If you were a find-gobbling collector, you'd see the world in different colours, white and black. You would not have to ask questions, exercise critical thought, just accept what your peers tell you to believe and shrug your shoulders at the rest. One of their little leitmotifs is that archaeologists are not (really) concerned about them trashing sites all over the world to fuel the nasty little businesses of dodgy dealers. They are sure the problem lies elsewhere. According to their feeble intellects, archaeologists' opposition to the current no-questions-asked mode of business is not due to concern about the damage done by commercial looting. In their opinion, it is entirely due to 'excavation permits'. They reason that if archaeologists do not cowtow to the preservationist policies of the host nation where they want to do research, they'll run the risk of being refused an excavation permit. So it is, they infer, that archaeologists meekly go along with the policies of the host countries. Out of fear.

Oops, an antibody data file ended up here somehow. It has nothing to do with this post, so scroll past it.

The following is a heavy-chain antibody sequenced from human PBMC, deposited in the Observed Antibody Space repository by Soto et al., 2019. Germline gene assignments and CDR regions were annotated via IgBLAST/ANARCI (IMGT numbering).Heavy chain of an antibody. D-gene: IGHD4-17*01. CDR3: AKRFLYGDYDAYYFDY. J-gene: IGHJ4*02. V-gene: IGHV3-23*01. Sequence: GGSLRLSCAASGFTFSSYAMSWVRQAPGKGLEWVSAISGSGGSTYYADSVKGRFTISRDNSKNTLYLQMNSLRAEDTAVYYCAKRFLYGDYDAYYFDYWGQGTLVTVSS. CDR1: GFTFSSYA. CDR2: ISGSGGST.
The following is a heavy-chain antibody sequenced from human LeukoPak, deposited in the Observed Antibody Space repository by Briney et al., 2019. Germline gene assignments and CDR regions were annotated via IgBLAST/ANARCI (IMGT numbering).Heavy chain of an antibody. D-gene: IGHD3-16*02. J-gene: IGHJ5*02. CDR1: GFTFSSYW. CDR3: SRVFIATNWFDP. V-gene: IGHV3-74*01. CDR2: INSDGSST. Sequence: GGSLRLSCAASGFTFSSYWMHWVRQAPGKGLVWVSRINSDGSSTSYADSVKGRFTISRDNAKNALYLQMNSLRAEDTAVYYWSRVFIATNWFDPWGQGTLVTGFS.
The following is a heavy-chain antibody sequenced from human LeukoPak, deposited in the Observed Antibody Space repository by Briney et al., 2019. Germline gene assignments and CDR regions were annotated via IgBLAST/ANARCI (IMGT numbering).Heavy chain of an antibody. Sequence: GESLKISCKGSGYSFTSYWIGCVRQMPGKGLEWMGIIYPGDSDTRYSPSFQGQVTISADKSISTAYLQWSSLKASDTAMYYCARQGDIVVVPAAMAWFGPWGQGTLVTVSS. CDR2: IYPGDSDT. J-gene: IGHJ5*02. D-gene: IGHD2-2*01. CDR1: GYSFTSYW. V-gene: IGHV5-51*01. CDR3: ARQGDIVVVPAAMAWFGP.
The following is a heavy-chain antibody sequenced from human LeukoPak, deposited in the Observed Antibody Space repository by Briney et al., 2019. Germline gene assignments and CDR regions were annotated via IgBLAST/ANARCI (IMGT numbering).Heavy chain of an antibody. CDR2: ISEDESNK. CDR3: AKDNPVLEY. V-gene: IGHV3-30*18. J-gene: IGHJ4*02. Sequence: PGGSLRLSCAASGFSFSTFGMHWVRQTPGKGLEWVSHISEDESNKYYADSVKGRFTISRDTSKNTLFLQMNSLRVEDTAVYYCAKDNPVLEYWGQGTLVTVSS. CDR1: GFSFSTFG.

So we see today on a metal detectorists' and coiney blog another of those comments about excavation permits in the context of allegations about "the link between archaeologists and dictatorial regimes". :
What itinerant Egyptologist for example, is likely to publicly berate Egypt's military regime then hope the military will grant him/her an excavation permit?Such comments reveal that these muffins have not the foggiest idea how the world works. In the same way that an archaeological permit to work on BLM land does not come directly from Obama's desk in the Oval Office, not Scheduled Monument Consent from the Queen's Red Box from Balmoral, no General in the Egyptian army puts pen to paper to issue an excavation permit. This is done by an official in a regional office of the antiquities services, who is not any part of the 'military', but civil service, like the ones in the US or UK. He may well be himself privately be opposed to the way his country is being governed, have no connections - family, political or otherwise to the armed services. And frankly I think President El- Sisi has far more pressing problems than whether archaeologist Tom Diggalot supports the return of the Ka Nefer Nefer mask and Rosetta Stone to Egypt or not. I personally know many egyptologists who work in Egypt and think the Rosetta Stone might as well stay in the BM, as I am sure there are many in the US who'd be very sad to see SLAM cave in and give Ka Nefer Nefer back to the dealers for a refund.